Any collisions that might happen have  no real effect on anything. So, naturally, that’s   valid at low concentrations. If the concentration  is low, then the odds of collisions are low.  Ideal conditions are also more valid at higher  temperatures. We’ll get onto this when we cover   non-ideal gases later, but for now high  temperatures give the gases more energy,   and override any attractive forces they may have,  which is what causes deviations from ideality.  Non-ideal gas pressure is also known as fugacity.  This is related to partial pressure by a simple   coefficient that has temperature  and pressure dependence.  This is just a small glimpse  into where we’re going   next with thermodynamic gases.
As we begin to  compress real gases, they begin to interact,   and so we need to start modifying these  equations to take that into account.

We don’t always work with a pure gas. Gases are often mixtures. For instance, the atmosphere is a mixture of nitrogen and oxygen.

Gas mixtures

The ideal gas law applies to both a total number of moles of gas, and also any subset of gases – i.e., different components in a mixture. The pressure of each component gas is referred to as “partial pressure”. This is the fraction of a pressure that is due to that particular gas.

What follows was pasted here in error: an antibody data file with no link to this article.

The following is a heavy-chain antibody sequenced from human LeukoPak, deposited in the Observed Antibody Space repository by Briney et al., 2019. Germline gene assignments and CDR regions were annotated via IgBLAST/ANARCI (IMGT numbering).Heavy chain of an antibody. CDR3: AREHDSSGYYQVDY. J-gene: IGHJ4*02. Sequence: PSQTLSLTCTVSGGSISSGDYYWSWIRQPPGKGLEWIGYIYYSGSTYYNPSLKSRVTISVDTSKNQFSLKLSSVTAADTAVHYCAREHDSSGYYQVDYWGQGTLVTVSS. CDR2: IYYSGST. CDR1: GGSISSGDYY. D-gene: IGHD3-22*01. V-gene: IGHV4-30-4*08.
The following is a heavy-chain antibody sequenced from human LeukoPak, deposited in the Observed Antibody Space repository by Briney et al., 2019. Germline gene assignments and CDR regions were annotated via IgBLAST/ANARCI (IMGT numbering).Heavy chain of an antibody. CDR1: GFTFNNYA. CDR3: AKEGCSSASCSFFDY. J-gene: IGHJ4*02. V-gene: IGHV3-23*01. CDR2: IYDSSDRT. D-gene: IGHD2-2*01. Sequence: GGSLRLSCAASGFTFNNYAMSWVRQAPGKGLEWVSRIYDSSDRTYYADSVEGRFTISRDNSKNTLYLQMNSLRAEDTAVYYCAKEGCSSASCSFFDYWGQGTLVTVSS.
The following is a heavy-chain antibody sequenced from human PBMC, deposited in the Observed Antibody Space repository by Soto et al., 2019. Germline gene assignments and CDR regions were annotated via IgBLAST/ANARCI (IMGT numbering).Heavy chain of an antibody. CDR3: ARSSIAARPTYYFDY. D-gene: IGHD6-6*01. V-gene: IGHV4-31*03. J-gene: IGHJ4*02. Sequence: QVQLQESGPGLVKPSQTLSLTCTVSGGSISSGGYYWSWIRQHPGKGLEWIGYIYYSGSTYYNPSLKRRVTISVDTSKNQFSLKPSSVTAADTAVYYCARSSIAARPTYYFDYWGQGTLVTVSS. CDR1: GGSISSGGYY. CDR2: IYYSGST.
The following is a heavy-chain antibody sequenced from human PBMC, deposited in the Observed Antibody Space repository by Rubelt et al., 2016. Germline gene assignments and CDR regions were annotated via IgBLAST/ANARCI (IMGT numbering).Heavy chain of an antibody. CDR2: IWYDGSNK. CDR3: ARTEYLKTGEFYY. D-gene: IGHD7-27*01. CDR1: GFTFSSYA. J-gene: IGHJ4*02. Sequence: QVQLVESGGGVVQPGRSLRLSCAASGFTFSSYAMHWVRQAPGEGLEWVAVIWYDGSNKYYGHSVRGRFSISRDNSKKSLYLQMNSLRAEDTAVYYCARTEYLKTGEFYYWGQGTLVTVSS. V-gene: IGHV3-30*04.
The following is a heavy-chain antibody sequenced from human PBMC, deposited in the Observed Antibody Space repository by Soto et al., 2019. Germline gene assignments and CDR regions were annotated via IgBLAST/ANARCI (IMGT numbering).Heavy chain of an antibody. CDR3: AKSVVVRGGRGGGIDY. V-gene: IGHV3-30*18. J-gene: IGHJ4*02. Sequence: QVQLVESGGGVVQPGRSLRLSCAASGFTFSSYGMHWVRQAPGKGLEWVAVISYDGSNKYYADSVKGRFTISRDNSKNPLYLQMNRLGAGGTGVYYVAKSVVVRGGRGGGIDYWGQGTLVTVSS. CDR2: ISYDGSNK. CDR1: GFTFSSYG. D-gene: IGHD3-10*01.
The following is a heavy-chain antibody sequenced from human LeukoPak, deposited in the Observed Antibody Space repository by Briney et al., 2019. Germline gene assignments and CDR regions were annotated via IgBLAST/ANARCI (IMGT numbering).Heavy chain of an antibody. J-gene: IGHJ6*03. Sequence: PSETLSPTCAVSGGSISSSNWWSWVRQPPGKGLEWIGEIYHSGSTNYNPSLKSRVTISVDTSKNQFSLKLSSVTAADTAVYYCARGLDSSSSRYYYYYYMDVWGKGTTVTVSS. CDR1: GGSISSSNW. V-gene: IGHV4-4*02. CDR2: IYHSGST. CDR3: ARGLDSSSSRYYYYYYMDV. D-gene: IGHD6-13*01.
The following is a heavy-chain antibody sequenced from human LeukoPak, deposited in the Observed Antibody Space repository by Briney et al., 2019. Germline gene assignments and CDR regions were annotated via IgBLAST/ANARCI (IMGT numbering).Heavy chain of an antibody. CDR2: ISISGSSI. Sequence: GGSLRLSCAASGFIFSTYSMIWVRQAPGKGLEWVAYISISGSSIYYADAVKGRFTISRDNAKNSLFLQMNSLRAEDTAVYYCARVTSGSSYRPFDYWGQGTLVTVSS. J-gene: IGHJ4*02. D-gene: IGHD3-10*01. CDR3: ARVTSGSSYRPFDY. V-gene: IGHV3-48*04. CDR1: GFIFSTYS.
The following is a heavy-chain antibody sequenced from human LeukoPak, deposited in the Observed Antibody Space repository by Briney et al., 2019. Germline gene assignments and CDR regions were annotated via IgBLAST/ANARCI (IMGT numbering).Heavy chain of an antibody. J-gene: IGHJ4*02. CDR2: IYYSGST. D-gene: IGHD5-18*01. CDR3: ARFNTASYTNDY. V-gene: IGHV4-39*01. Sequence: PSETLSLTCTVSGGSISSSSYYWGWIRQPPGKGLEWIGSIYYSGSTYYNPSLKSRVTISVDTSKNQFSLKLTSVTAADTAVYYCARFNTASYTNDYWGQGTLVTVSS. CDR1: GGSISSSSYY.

Gas Equation
Gas 1 (p_1=frac{n_1RT}{V})
Gas 2 (p_2=frac{n_2RT}{V})
Both (p_{tot}=p_1+p_2=frac{left(n_1+n_2right)RT}{V})

Partial pressures are important because they are analogous to concentration. Everything involving equilibria and energy, that uses concentrations, can apply to gas phase reactions using partial pressures.

Mole fractions

A related concept is the mole fraction. This is the fraction (in terms of moles) of a gas in the mixture. In a system with two gases, 1 and 2, the mole fraction is:

$$ x_1=frac{n_1}{n_1+n_2} $$

In a mixture of 0.25 moles hydrogen and 0.5 mol of oxygen gases, the molar fraction of hydrogen is:

[frac{0.25}{0.25 + 0.5} = frac{0.25}{0.75} = 0.33]

A partial pressure is the mole fraction of the gas multiplied by the total pressure. So if the above hydrogen and oxygen mixture was at a pressure of 1.5 atm, the partial pressure of hydrogen would be:

[1.5 atm times 0.33 = 0.5 atm]

Ideal conditions

Finally, it’s worth noting ideal conditions. Ideal conditions allow us to use pressures in thermodynamic calculations. These conditions assume:

  • Zero interactions between molecules
  • Molecules have zero size

And this is more valid for a real gas:

  • At low pressures / concentrations
  • At higher temperatures
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Introduction to Thermodynamics